Please wait...

Hyperion Records

Click cover art to view larger version
Dido (2007, detail) by Ewa Gargulinska (b1941)
Private Collection / Bridgeman Art Library, London
Track(s) taken from CDA67943
Recording details: March 2012
Potton Hall, Dunwich, Suffolk, United Kingdom
Produced by Andrew Keener
Engineered by Simon Eadon
Release date: March 2013
Total duration: 8 minutes 10 seconds

'Whatever this music's challenges… the Royal String Quartet meet them head on … spacious and immediate sound, along with informative booklet notes: those for whom the present coupling appeals should not hesitate' (Gramophone)

'The Royal String Quartet, with a detailed, clear recording, give Penderecki's First Quartet a natural precision and direction … [Lutosławski's quartet] packs emotional punch. This is great chamber music' (BBC Music Magazine)

'Powerfully dramatic and moving' (The Daily Telegraph)

'Fine, natural engineering lets the music, and these mind-blowing performances, speak for themselves' (International Record Review)

'With its warm, generous sound, and its performances of emotional depth and searing intensity, this is an extremely fine disc' (The Strad)

'That Lutosławski had a more avant-garde side is borne out by his String Quartet of 1965 … the result, in this performance by the Royal String Quartet, is as potent as it is innovative. On the same disc, Lutosławski’s younger compatriot Krzysztof Penderecki is represented by his three quartets—the first two obsessed with isolated percussive sonorities and the third unashamedly harmonious' (Financial Times)

'The Royal String Quartet’s performance affords clarity to every layer of Lutosławski’s musical vision, reminding us yet again that even when dealing with fierce complexity, his music is always precisely balanced and effortlessly economical. These musicians bring a wealth of distinctive characterisation to the piece, making for a gripping and invigorating experience, explicitly recorded' (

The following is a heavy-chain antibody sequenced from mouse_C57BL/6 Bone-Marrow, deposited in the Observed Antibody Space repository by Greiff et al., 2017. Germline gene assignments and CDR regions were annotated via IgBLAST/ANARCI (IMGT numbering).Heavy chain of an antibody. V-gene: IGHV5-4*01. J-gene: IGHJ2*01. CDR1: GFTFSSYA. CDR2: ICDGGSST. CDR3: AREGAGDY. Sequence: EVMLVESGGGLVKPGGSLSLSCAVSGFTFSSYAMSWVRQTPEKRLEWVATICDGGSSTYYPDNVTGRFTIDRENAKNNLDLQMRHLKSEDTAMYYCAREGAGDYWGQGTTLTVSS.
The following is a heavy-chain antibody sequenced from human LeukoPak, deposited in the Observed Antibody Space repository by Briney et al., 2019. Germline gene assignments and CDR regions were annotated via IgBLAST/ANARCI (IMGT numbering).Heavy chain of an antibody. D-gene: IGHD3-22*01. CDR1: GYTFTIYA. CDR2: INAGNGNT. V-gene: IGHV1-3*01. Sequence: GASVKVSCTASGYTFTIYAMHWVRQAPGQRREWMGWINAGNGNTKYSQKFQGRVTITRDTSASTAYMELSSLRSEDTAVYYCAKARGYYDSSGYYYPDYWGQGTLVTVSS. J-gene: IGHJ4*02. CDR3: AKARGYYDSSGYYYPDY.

String Quartet No 2
1968; first performed in Berlin by the Parrenin Quartet in 1970

Introduction  EnglishFrançaisDeutsch
By the time that he wrote his String Quartet No 2 (1968), Penderecki had begun to broaden his appeal in monumental vocal-instrumental works such as the St Luke Passion (1965) and Dies Irae (1967). The quartet, however, maintains the orthodox sonoristic approach of its predecessor, with certain modifications. Gone are most of the percussive performance techniques, developing instead the idea of homogenous ensemble textures with which the first string quartet concluded. These are now extended over broader time-spans.

The second quartet opens with a tight sfff subito pppp semitonal cluster, which then proceeds slowly to develop flights of fancy. The pace quickens in scurrying semiquavers, incorporating quartertones, heterophonic textures, and guitar-like strumming in glissandi. When rhythmic unison is briefly established, this triggers what might be regarded as a traditional interplay of motivic ideas, akin to a development. And although new soundblocks continue to be introduced, there is little sense of a recapitulation, although Penderecki seems to allude to some of the early textures.

The premiere of the second string quartet was given by the Parrenin Quartet in Berlin in 1970.

from notes by Adrian Thomas © 2013

   English   Français   Deutsch